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white men and the natives and Mr. Hall. Such was my feeling at that time that I had no more allegiance for this Queen.
Senator Sherman. That was the 16th?
Mr. Emerson. Yes, sir.
Senator Sherman. What day were the troops ordered there? Give the history of the event.
Mr. Emerson. Then I went home to dinner, and in the afternoon I attended the mass meeting. Things culminated at the mass meeting.
Senator Sherman. That was on the 16th?
Mr. Emerson. The 16th.
The Chairman. Where was that meeting held?
Mr. Emerson. In the skating rink.
The Chairman. How many persons were present?
Mr. Emerson. From a thousand to fifteen hundred. Fifteen hundred, maybe. I sat front and could not say exactly. There were considerably over a thousand.
The Chairman. Any Kanakas there?
Mr. Emerson. My clerk came and sat with me.
The Chairman. Any others?
Mr. Emerson. I did hear of others being there. I believe there were some half-whites there. But it was a meeting mostly of white men, white citizens. There was most intense feeling.
The Chairman. Who presided?
Mr. Emerson. Mr. William Wilder. There was most intense feeling. Mr. Wilder opened the meeting and made a statement of why they were there. In brief, he introduced the speakers. I know Mr. Thurston was a speaker, and also a German who spoke, and there was an Englishman who spoke. There were a great many Portuguese there. I am not sure that there was a speech made in Portuguese.
The Chairman. Do you recollect what Mr. Wilder said in opening that meeting? Do you think you can recall it so that you can state it to the committee?
Mr. Emerson. No, I can not.
Senator Sherman. And how soon after that were the troops landed from the Boston?
Mr. Emerson. While this meeting was being held in the skating rink there was also a rally of the people who were the supporters of the palace, the Queen, in the palace square. I do not know how many were there.
The Chairman. You were not present there?
Mr. Emerson. I was not present, although my friend, Mr. Hooes, was with me. He was a chaplain in the United States Navy. And my brother was with me. They left me to go down the street to the Palace Square, to see what was going on. I think they said some five hundred or more were there, and that there was a good deal of feeling. And so strong was the feeling that the speakers did not dare excite the populace, but felt that the time had come for them to restrain their utterances, and their utterances were quite mild afterwards—they were apologetic.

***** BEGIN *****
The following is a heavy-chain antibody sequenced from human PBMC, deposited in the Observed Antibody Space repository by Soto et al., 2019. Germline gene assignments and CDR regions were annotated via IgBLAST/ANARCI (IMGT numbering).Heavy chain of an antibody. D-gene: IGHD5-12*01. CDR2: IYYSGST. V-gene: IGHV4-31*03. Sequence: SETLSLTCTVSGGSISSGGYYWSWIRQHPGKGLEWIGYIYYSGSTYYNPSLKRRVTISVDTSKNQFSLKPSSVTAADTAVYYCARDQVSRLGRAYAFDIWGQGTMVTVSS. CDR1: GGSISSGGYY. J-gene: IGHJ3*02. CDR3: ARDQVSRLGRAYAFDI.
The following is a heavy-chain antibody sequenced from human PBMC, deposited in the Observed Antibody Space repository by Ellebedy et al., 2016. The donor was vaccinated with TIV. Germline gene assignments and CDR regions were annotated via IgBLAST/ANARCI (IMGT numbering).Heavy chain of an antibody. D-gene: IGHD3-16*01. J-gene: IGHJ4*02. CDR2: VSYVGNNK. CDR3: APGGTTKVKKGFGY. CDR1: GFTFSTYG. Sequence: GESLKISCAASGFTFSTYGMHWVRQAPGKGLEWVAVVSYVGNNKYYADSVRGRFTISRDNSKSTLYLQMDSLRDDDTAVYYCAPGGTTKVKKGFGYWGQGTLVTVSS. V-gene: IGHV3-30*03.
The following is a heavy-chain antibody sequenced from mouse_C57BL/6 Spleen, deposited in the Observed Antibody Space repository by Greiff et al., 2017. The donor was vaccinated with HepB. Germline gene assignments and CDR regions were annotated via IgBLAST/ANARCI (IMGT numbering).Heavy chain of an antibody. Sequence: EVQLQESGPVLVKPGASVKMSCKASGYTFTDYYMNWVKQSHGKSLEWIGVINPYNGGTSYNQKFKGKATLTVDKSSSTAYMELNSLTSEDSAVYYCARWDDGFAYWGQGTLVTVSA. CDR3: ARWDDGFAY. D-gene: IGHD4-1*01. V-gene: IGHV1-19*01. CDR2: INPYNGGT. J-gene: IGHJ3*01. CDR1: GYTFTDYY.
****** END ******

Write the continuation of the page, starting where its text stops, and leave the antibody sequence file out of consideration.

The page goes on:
Senator Sherman. They were for the Queen?
Mr. Emerson. Yes. And the feeling during all those days was that the Queen and the Queen's government had lost its grip on the situation. During the meeting held in that skating rink I did not see any man with any arms whatever. I saw no sidearms, and they were within a block and a half of the barracks. But they did not dare----
Senator Gray. What did that meeting do other than declare against
certain acts of the Government? Did it declare openly in opposition to the Queen?
Mr. Emerson. So openly that when Mr. Baldwin said, "Let us go by the constitutional methods," they cried out, "No, no." And as I remember it the statement was made, "We have no more use for the Queen," or words to that effect.
Senator Gray. Who made that statement?
Mr. Emerson. I could not tell you.
Senator Gray. Were resolutions passed other than those denouncing certain acts of the Government which the meeting disapproved?
Mr. Emerson. As I understand it the committee was empowered to go forward and act.
Senator Sherman. Follow that. How soon after that meeting closed was it that the troops were landed from the Boston?
Mr. Emerson. My first knowledge of the landing of the troops from the Boston was when I went down the street.
Senator Sherman. The same day?
Mr. Emerson. The same day; oh, yes, sir. It was after that meeting. I went to my home, and my brother and I went to Rev. Mr. Bishop's home. We knew there must be a good deal of feeling around. I said, "How about to-night; are they not going to patrol?" Mr. Bishop said, "The United States marines have been landed, so that there will be quiet observed."
Senator Sherman. Were the marines landed before the close of the meeting?
Mr. Emerson. No.
Senator Sherman. They were not?
Mr. Emerson. Oh, no; an hour or two afterwards.
Senator Gray. Did you see any of the marines there?
Mr. Emerson. I did not.
Senator Gray. Then how did you know they were landed.
Mr. Emerson. I was told by Mr. Bishop.
Senator Sherman. At what hour was the meeting held?
Mr. Emerson. I think it was after 2 o'clock that we met.
Senator Sherman. Were there, so far as you know, any organized armed forces on either side at the time, during the holding of this meeting?
Mr. Emerson. I know of none. I know of no armed forces that were in sight.
Senator Sherman. Did you know or hear of any that were in existence ready to fight during the time the meeting was going on? You say there was a meeting of both sides.
Mr. Emerson. I had no knowledge of any forces that were at that time anywhere in sight, although that night—I will not say that night —I had the feeling that there were men in the city not only by the score, but certainly over a hundred.
Senator Sherman. You say that the day before they made a list of their strength.
Mr. Emerson. Hundreds who would have risen had there been an emergency.
Senator Sherman. But you saw no armed troops in the streets?
Mr. Emerson. No; my brother was ready at any time to take his gun and go.
The Chairman. At the time of the holding of the meeting of these citizens, both at the skating rink and at the palace grounds, the Queen had her army?
S. Doc. 231, pt 6----35
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